6. That the only relevant, usable DNA recovered from any of the evidence was one sample of mitochondrial DNA from a hair, but all that this evidence proved was that females descended from Caylee Anthony’s great grandmother had at some time ridden in Casey Anthony’s car
7. That the FBI lab does not test for “touch DNA,” although it is well-established in Europe
8. That multiple FBI examinations of three pieces of duct tape, one of which piece was stuck the hair remains, turned up no evidence of anything other than that the FBI lab contaminated the tape on two spots
9. That fly and insect remains found in the car trunk and at the site of recovery showed that flies and insects that are attracted to rotting meat (human and pork) were present. These bugs included “early colonizers” (that is, ones that show up during the early stages of decomposition) and “late colonizers” (that is, ones that show up during later stages). The fact is that Caylee Anthony’s remains completely decomposed—and that’s why nothing but bones and a little hair were ultimately recovered, but there is no CSI proof-positive that anything decomposed in the trunk of the car other than some unknown meat. (The best evidence of human decomposition came from a tow-truck yard operator, not a crime lab.)
10. That a shovel Casey Anthony borrowed from a neighbor was found to have soil on it, but as soon as the remains were found the FBI Lab ceased its examination and never compared the shovel evidence to the soil in the wooded area where the remains were found—so there is no evidence that Casey Anthony borrowed the shovel to bury the body. In fact there is no evidence that Casey Anthony borrowed the shovel to bury anything.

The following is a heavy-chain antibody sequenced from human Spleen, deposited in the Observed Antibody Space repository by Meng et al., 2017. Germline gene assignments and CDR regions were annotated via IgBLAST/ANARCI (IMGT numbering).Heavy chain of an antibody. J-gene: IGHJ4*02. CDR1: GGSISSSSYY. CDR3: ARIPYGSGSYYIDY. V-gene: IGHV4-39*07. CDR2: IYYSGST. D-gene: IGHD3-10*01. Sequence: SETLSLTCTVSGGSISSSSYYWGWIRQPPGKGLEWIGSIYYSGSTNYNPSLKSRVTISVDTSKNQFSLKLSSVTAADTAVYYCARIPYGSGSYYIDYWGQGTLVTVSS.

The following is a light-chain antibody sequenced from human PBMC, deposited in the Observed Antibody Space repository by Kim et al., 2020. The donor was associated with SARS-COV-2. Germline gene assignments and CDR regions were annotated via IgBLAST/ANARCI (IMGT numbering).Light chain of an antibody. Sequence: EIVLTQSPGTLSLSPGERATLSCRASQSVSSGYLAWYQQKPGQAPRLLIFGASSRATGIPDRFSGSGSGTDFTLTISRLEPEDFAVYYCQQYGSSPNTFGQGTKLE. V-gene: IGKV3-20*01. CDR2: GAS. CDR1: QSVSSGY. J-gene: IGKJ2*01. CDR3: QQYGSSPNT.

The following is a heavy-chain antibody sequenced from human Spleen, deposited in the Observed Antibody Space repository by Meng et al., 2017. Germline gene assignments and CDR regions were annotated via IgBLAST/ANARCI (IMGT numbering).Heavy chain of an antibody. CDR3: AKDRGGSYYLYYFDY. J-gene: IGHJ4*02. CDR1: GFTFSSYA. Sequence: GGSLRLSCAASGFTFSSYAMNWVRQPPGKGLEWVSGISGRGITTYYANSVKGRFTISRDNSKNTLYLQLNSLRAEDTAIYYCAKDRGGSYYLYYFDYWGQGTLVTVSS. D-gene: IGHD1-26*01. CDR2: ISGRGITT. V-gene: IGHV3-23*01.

11. That none of the public laboratories found any stains or any substances on anyone’s clothing or shoes. Nothing of evidentiary value.
12. That no fingerprints were found at all.
13. That a bag of garbage from the Anthony car was dried out in order to preserve the organic materials in it, and as a result numerous experts were forced to testify that there were no wet materials or “food” present in the trash when they examined it
14. That a bag of garbage from the Anthony car was odiferous when discovered, but subsequently smelled less strongly after it was dried out.
15. When instructed to search the Anthony family’s computer hard drive (not the defendant’s laptop hard drive), a computer forensics expert on the Orlando police force failed to recover any useful evidence. Then a software developer from Canada recovered a series of searches that took place within a few minutes on an afternoon in March 2008 when supposedly only Casey was at home. No thorough, comprehensive analysis of either hard drive was ever conducted.
I could go on, but it bores me. The fact is that investigators in the Caylee Anthony murder case did not cleverly use CSI evidence to prove what killed her, let alone whodunit.
At this point, the only “evidence” that Casey Anthony did anything wrong is that she lied about her daughter’s whereabouts after she must already have been dead. A reasonable juror would conclude from this that Casey knew Caylee was dead.
But that doesn’t prove how she died.
If the jurors in the Casey Anthony trial have ceased to take notes, this is why. When they retire for deliberations, they will discount most of the physical evidence and be forced to rely on witness testimony. Note that I said “discount,” not “ignore.” The jurors will discuss that fact that for every CSI clue presented, an equally convincing counter was also presented.
And you don’t have to be a Ph. D. to understand this.
It seems to me the taxpayers of Florida would have been better served to have all the evidence in this case analyzed by privately-owned labs, rather than government-owned and run labs, which have an inherent prosecution bias.
Technorati Tags: Casey Anthony